“I’ll never forget what Bill France Jr. told me at our banquet that first year,” he said. “He said I’ll always be the first champion in the Truck series and no one could ever equal or top that and I’ve always remembered what he said that night to me.”

Skinner would also win eight races in 1996 and finish third in the final standings. Childress then decided to make Skinner the driver when he elected to expand RCR’s Cup program and added a teammate for the late Dale Earnhardt Sr.

A memorable first Cup start

Skinner isn’t the only one to do it, but his first start at Daytona International Speedway in a Cup car is something he’ll never forget.

“To be able to look back now and remember how we won the pole for the Daytona 500 in my first full-time season in Cup and my first Cup start at Daytona is something that will always mean a lot to me,” Skinner said.

He went on to make 286 starts in the Cup Series over the next two decades, but it's his time in the Truck series he’s likely best remembered for by many fans.

Part of the memorable group

When NASCAR started the Truck series, it opened the door for several drivers who had made a name for themselves in NASCAR’s regional series a chance to get national recognition. Skinner enjoyed being a part of that group.

“I feel like we were pioneers in the sport so to speak,” said Skinner. “We still get together on occasion and have a few ‘pops’ and reminisce about the old days. I feel we brought personalities to the Truck series.”

Skinner feels today’s drivers in Trucks are as talented as he and others were but he feels they’re missing one big ingredient.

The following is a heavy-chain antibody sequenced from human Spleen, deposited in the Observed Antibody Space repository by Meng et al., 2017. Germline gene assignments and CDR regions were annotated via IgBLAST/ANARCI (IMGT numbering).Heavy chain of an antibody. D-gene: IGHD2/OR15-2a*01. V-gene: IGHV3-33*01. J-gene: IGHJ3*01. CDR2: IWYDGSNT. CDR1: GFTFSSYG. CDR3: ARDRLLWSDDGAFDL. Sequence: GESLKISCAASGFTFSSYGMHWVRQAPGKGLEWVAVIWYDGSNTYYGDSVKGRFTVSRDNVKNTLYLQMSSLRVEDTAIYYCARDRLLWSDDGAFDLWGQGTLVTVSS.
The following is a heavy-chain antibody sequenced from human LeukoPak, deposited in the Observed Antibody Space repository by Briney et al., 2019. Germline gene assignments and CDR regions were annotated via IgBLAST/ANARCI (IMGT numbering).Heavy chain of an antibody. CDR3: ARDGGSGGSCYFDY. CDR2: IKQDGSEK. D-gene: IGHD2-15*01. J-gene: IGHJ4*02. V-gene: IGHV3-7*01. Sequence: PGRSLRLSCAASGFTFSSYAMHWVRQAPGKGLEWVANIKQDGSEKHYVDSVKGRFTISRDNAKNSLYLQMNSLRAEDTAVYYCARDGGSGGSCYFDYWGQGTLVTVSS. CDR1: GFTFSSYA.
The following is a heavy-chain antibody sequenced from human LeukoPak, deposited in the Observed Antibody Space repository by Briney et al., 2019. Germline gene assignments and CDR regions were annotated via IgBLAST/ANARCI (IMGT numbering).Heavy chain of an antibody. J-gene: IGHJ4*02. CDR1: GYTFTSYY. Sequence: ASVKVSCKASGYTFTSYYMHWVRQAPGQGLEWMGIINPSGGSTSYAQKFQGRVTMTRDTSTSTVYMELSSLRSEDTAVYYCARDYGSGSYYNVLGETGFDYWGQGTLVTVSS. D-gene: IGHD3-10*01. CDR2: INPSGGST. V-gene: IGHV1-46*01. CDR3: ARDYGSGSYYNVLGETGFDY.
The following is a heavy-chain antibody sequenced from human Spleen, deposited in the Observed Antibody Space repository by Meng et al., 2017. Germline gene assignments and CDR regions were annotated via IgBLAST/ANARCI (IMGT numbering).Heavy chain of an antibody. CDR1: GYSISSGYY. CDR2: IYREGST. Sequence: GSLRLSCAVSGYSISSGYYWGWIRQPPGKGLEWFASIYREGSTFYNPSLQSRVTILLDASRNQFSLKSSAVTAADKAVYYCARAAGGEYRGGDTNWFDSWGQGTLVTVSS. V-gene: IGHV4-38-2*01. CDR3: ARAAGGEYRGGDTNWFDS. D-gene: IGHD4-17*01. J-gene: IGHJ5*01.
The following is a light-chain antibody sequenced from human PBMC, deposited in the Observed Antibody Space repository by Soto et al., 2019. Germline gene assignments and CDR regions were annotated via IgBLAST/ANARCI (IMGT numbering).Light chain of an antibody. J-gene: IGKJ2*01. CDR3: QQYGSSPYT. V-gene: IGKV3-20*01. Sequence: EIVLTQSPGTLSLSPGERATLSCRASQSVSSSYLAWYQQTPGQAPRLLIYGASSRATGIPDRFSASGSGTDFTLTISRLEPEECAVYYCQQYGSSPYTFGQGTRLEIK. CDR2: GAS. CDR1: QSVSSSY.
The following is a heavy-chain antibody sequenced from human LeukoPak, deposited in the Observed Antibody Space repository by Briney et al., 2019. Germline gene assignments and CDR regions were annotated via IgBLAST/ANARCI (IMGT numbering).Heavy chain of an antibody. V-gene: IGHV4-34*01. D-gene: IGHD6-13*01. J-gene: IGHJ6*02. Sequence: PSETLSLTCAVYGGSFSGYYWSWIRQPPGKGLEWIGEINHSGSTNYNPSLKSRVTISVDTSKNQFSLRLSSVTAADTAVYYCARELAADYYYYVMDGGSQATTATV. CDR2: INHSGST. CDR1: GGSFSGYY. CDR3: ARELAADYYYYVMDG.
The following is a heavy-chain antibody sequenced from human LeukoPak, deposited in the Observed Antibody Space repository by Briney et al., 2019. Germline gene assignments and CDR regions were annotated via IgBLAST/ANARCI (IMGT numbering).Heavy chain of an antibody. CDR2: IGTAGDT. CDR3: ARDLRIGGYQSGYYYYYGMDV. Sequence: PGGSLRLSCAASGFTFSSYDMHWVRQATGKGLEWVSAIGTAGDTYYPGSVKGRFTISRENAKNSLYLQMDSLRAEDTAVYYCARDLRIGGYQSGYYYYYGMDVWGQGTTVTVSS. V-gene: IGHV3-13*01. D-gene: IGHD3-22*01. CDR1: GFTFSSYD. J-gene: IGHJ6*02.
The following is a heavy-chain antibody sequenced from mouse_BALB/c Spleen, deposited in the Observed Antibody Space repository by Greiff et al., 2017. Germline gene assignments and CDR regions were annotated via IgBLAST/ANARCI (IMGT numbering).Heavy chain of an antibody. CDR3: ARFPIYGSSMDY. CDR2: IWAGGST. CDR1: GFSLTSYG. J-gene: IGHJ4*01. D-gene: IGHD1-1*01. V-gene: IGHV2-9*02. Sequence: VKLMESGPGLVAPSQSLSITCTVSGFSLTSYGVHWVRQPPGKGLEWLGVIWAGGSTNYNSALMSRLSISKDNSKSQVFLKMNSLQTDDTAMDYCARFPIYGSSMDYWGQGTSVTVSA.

“The series has talent, but what it needs today is rivalries,” Skinner said. “Jack (Sprague), Ron (Hornaday, Jr.) and I were rivals. Jack would get mad at me and stay that way for a few weeks. Ron and I were also fierce rivals, but once we got off the track we were friends, too. I’m a big fan still of the series.”

Tough times

Skinner remembers one of his toughest days on the track was at Texas Motor Speedway in 1998.

“The wreck I had a Texas (Motor Speedway) was huge,” Skinner said. “God wasn’t ready for me is probably the only reason I survived that accident.”

Skinner also remembers racing with and against Earnhardt Sr., a driver he described as the toughest he ever faced.

“I still love Richard Petty and he’ll always be ‘The King’ of our sport, but Dale raced me harder than anyone,” said Skinner who added that he and Earnhardt were just starting to work well together before Earnhardt’s untimely death in 2001.

“We were getting along well and if we could have raced more together, I think it could have changed my (Cup) career.”

Giving back

During his interview, Skinner wanted to share something that still means a lot to him and his wife, Angie, to this day.

“Angie and I were fortunate enough to get to be a part of a project called ‘Hope For The Warriors’ and that organization had found a place in our hearts that will never go away,” Skinner said.